Author of book Hong Kong Nationalism among Taiwanese scholars barred from city
Two academics from island have their visa applications rejected, prompting students and legislators to accuse officials of ‘politically filtering’ visitors
Two Taiwanese scholars intending to take part in a forum in Hong Kong on local politics have seen their visa applications rejected.
The pair accused the Hong Kong government of undermining academic freedom by refusing them entry and implementing unnecessarily tight immigration controls.
The block on the duo comes after another prominent Taiwanese political and cultural commentator, Chang Tieh-chih, was also turned away earlier this month after flying into Hong Kong’s airport.
The academics barred this time were Dr Wu Rwei-ren and Dr Wu Jieh-min, both associate research fellows at Taipei’s Academia Sinica, which focuses on the study of Taiwanese history.
The pair had been invited by the Hong Kong Federation of Students to speak on the theme “Colonial Hong Kong: from British colonial to Chinese rule”. The forum is to be held on December 22 and speakers include several local scholars and commentators.
Wu Rwei-ren, who was granted a visa in 2014 and 2015, said that when he filed the application online earlier this month, a red box popped up stating he had been rejected, without specifying a reason.
He speculated that the ban was related to articles he had written for the Chinese-language book Hong Kong Nationalism, in which he analyses localism in Hong Kong and expresses support for self-determination.
The controversial title was published in September 2014 and later drew criticism from former Hong Kong leader Leung Chun-ying, who said the book’s publisher – the University of Hong Kong’s student union – was “advocating independence” from China and “putting forward fallacies”.
“What disappoints me most is that not only has the Hong Kong government failed to fully defend Hong Kong’s tradition of freedom, but it has taken the initiative to deprive its citizens of their freedom by cooperating with the will of China’s totalitarian rulers,” Wu Rwei-ren said.
He added that there had been two more cases this summer of Taiwanese scholars being refused entry to Hong Kong.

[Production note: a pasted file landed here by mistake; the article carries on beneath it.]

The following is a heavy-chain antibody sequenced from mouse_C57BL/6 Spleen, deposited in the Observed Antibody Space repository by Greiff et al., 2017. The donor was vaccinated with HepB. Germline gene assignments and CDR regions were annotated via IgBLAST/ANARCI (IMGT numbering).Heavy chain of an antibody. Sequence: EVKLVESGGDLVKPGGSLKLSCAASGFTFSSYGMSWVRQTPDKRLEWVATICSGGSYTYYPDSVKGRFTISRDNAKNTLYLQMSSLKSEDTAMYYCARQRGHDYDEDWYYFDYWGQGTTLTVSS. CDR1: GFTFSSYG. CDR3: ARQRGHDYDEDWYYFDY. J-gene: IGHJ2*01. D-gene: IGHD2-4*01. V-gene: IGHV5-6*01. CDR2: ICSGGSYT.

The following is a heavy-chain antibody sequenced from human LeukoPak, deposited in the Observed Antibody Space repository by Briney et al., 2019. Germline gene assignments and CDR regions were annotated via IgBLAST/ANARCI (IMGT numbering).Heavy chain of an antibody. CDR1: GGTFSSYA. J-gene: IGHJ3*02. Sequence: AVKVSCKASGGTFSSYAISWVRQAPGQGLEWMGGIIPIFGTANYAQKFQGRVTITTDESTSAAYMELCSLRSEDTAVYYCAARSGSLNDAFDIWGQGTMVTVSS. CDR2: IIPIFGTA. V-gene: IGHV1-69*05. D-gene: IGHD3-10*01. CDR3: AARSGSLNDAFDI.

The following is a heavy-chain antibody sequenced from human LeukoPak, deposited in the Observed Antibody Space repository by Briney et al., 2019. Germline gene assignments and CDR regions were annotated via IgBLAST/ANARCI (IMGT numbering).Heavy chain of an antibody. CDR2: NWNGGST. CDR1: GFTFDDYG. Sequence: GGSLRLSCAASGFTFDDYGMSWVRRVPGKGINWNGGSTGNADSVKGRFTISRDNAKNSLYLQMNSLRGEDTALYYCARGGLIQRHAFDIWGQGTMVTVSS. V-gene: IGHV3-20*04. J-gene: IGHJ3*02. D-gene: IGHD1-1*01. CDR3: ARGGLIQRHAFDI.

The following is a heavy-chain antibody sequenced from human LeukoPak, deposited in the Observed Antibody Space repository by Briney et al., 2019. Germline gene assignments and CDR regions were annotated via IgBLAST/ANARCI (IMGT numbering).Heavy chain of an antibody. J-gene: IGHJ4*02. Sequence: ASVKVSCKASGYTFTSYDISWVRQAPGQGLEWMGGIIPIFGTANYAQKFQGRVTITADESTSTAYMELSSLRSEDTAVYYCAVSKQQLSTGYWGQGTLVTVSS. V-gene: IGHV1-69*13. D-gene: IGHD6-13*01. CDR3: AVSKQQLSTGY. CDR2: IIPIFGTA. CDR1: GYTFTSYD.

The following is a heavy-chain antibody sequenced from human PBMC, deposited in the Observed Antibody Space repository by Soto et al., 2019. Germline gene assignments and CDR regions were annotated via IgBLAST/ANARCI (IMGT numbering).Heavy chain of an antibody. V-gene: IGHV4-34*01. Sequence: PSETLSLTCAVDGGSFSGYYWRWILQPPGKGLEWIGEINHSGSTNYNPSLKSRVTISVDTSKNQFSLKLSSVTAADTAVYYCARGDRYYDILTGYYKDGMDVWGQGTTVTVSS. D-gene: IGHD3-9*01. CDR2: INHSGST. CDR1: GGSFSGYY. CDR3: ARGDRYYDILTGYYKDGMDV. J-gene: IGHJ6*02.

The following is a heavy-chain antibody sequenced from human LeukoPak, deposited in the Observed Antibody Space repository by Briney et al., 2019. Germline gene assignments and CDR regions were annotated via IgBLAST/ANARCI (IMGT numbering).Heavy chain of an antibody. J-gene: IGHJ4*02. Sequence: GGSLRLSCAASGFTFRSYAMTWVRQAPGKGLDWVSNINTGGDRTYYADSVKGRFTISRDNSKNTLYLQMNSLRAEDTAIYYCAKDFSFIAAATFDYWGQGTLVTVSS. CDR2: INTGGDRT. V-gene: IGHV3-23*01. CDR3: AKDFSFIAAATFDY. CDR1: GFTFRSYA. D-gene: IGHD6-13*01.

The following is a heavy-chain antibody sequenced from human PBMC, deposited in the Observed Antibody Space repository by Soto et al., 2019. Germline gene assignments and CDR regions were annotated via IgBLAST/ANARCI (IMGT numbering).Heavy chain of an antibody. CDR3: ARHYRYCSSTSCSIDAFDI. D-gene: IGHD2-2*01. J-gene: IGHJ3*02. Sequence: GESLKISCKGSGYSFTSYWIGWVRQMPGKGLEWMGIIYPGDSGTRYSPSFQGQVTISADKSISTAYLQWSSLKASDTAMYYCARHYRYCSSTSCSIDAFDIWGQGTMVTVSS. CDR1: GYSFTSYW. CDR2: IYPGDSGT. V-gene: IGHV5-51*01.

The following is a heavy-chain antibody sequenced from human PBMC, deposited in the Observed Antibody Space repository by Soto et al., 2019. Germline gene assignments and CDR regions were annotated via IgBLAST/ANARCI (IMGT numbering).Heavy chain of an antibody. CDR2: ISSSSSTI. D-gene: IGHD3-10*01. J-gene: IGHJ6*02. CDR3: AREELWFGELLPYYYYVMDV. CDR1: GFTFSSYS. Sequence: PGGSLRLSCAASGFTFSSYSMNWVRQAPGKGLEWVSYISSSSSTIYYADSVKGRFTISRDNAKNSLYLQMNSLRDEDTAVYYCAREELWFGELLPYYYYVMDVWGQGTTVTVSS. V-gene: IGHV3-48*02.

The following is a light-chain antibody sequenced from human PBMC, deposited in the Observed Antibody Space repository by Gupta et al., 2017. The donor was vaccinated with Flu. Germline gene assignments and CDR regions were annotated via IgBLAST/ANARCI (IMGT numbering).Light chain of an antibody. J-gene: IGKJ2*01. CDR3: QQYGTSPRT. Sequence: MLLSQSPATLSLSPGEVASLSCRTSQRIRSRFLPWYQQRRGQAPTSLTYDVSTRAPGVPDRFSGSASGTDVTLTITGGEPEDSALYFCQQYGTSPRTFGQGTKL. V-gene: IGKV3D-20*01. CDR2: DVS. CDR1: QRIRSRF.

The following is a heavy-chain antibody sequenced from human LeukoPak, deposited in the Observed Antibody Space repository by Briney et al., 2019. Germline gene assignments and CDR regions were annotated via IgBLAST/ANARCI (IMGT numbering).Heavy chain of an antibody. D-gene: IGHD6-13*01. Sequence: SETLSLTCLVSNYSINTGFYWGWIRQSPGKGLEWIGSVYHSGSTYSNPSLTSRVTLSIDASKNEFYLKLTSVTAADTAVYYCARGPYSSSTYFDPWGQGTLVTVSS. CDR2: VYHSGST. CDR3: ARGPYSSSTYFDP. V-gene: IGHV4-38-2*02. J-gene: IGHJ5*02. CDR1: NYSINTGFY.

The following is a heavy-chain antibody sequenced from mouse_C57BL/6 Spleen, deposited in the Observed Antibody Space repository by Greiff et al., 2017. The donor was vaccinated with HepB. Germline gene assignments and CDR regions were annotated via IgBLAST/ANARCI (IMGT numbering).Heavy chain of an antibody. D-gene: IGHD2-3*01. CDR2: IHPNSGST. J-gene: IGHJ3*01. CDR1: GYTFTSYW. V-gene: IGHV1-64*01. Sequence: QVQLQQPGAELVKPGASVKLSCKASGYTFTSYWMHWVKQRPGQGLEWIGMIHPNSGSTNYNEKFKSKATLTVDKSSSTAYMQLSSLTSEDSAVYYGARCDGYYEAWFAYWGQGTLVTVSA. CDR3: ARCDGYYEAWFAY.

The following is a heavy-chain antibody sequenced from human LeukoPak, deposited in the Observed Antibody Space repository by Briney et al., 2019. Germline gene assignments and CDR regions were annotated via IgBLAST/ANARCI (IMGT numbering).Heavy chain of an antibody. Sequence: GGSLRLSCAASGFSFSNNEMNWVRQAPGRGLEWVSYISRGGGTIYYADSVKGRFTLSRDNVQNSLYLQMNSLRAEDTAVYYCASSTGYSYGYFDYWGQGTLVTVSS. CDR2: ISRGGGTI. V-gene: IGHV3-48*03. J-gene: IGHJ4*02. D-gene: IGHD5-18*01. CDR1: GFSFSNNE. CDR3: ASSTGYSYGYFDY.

Wu Jieh-min, who last entered Hong Kong in January, said his visa application was rejected last month.
“More and more academics are being denied entry, indicating that Hong Kong’s academic freedom is suffering serious erosion,” he said.
The Federation of Students condemned what it called the “political decision” by the government and urged Hong Kong leader Carrie Lam Cheng Yuet-ngor and the city’s Immigration Department to disclose whether the administration had a “black list” of people barred due to their political stance.
A third Taiwanese scholar, Wu Hao-jen, was granted a visa but decided not to come, in protest at the way the other two had been treated.
James To Kun-sun, a veteran Hong Kong lawmaker with the city’s pan-democratic bloc of politicians, said the case was worrying.
“It is a serious matter. As an international financial centre and international city, Hong Kong needs to enjoy freedom to the largest extent,” he said.
Hong Kong pro-democracy party Demosisto condemned officials for “politically filtering” visitors.
It said the series of refusals showed the most recent case was not an isolated one and that “the Immigration Department obviously has got hold of a black list”.
It urged the government to explain.
A spokesman for the Immigration Department said it would not comment on individual cases but it considered all factors and circumstances in handling each application.
In October, a British activist named Benedict Rogers was also barred from entering Hong Kong.